Aker BioMarine was created because of our strong belief in the positive health effects of krill. More than a decade later, our business continues to grow because we take care of the ecosystem we harvest in. To us, it makes no sense to take something out of the ocean to improve our health, if it simultaneously compromises the health of the ocean. Ensuring the well-being of the krill biomass and contributing towards a thriving Antarctic ecosystem are among our core priorities.
The unique phospholipid-bound omega-3s in krill can help reduce the risk of several lifestyle diseases, including heart and brain-related issues. Aker BioMarine has taken on a global challenge to raise awareness about the importance of omega-3s.
In 2019, 1,58 billion doses of Superba Krill were sold worldwide, improving the health of millions of people.
By 2050 there will be 10 billion people on this planet, which means we need to significantly increase our food production. In 2019, Aker BioMarine’s krill products contributed to the production of an estimated 318 million servings of fish. Krill’s high nutritional value, its positive growth effects and the active influence it can have on the health of fish will prove invaluable as the demands on food production continue to increase.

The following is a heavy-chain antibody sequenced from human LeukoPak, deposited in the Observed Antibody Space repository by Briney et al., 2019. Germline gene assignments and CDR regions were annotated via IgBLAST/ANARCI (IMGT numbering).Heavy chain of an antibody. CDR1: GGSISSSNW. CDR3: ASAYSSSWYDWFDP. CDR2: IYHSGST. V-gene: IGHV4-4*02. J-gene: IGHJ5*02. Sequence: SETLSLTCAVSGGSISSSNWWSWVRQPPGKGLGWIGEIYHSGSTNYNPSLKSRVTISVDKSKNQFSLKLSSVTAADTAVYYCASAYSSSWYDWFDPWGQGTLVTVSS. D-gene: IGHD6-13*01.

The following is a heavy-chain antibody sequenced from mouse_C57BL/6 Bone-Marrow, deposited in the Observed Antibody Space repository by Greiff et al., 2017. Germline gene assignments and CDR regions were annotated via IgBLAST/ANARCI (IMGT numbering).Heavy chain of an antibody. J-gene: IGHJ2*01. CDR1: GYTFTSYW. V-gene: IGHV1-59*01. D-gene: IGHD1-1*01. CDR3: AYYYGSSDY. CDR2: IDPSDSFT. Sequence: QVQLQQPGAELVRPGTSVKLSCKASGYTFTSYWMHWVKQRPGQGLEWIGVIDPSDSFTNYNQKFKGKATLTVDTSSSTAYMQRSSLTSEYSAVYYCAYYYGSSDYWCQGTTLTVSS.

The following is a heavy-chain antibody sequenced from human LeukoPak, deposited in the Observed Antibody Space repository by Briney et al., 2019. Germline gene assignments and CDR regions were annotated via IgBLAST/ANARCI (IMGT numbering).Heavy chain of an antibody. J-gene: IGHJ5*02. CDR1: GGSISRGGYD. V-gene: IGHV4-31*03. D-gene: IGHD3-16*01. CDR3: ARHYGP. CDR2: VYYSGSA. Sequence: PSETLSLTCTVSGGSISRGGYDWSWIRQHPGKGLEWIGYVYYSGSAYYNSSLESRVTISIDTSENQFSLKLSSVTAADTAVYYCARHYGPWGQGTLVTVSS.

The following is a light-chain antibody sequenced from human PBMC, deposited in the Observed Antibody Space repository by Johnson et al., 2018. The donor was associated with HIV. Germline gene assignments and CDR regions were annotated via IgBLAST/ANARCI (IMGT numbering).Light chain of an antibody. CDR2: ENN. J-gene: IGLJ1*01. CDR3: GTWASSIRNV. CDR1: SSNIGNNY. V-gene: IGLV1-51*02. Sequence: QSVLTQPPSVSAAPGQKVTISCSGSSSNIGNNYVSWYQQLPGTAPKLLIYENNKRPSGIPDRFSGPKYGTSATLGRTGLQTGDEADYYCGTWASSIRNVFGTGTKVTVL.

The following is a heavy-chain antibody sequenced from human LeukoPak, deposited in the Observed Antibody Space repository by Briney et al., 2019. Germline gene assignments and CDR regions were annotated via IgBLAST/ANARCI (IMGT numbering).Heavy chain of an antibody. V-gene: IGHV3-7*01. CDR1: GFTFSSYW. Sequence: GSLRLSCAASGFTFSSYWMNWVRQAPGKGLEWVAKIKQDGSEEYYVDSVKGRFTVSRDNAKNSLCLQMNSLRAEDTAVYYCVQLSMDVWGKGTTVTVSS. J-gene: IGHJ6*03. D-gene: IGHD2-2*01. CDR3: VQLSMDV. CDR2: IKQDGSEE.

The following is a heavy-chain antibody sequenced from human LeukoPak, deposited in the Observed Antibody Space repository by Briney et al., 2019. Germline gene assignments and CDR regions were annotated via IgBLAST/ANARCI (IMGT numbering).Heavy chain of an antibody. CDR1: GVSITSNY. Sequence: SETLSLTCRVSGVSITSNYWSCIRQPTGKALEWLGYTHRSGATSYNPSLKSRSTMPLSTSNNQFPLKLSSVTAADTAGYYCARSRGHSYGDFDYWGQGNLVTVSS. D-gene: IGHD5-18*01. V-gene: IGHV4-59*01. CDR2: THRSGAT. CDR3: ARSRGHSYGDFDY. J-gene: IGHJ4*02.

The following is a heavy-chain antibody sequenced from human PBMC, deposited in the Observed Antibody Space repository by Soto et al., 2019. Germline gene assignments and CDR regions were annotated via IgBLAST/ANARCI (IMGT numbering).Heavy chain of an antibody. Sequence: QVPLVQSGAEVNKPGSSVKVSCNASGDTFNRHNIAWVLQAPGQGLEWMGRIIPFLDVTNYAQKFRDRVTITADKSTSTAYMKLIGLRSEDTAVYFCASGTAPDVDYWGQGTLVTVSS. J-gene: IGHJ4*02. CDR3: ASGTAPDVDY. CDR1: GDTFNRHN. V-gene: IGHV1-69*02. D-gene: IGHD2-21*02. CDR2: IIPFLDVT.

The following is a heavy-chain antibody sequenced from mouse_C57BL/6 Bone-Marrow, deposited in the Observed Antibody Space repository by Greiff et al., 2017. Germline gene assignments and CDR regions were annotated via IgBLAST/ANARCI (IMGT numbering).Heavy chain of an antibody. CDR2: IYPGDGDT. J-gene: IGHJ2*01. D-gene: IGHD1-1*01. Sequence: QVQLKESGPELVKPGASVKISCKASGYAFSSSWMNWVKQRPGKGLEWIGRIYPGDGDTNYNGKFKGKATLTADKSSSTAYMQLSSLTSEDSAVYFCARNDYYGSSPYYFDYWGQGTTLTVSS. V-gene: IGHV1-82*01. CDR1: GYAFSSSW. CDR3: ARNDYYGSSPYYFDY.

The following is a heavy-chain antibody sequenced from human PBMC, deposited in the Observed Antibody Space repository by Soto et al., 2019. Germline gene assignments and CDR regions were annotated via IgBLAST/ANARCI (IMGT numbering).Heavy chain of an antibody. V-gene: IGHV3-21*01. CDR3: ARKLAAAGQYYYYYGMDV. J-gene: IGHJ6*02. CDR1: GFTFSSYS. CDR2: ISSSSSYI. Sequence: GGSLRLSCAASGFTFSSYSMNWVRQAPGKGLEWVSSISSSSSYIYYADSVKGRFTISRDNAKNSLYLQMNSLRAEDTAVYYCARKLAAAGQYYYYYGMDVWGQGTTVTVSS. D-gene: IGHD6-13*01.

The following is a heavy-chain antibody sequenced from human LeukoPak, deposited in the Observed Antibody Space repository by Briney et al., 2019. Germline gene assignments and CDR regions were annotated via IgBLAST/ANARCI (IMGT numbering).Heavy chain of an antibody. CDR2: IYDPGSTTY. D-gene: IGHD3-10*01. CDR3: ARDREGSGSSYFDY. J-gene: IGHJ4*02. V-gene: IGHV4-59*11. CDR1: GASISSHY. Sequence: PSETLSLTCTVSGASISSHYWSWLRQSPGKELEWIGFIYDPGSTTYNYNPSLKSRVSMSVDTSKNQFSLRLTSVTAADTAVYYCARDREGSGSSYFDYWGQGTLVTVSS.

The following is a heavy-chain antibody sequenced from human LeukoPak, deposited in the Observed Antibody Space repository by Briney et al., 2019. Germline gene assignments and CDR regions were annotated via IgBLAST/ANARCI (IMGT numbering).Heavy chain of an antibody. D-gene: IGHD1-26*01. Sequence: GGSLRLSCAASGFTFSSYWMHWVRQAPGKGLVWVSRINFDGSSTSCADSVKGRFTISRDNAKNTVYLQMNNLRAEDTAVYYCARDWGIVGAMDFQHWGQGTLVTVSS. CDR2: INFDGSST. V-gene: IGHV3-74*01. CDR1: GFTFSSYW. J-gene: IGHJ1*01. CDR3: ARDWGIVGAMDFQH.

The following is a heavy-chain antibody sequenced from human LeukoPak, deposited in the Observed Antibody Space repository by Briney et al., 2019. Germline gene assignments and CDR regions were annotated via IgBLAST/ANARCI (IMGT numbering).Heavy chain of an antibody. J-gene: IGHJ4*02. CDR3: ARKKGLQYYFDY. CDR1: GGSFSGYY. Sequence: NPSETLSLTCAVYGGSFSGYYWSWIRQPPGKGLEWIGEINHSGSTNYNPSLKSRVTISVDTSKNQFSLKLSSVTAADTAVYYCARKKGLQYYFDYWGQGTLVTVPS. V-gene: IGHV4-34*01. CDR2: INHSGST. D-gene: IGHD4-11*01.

We work across our entire value chain to continue to lower our CO2 emissions. Aker BioMarine has built a new, state of the art, krill harvesting vessel, estimated to be 30 percent more energy efficient, in comparison to other harvesting vessels. Saving energy and reducing the environmental footprint of our operations were key focal points when we started planning the new vessel. It is our goal to lead by example when it comes to maritime environmental innovation.
Believing in the importance of sharing best practices and promoting industry responsibility, Aker BioMarine co-founded the Association of Responsible Krill Harvesting Companies (ARK) in 2010. The global industry association was developed to promote research for the sustainable harvest of Antarctic krill and to generate scientific data from harvesting operations in order to facilitate better management of the krill fishery. The association now has eight member companies from Norway, Chile, China and South Korea. In addition, in 2015, we established the Antarctic Wildlife Research Fund (AWR), together with industry partners, to promote and facilitate research on the Antarctic ecosystem.
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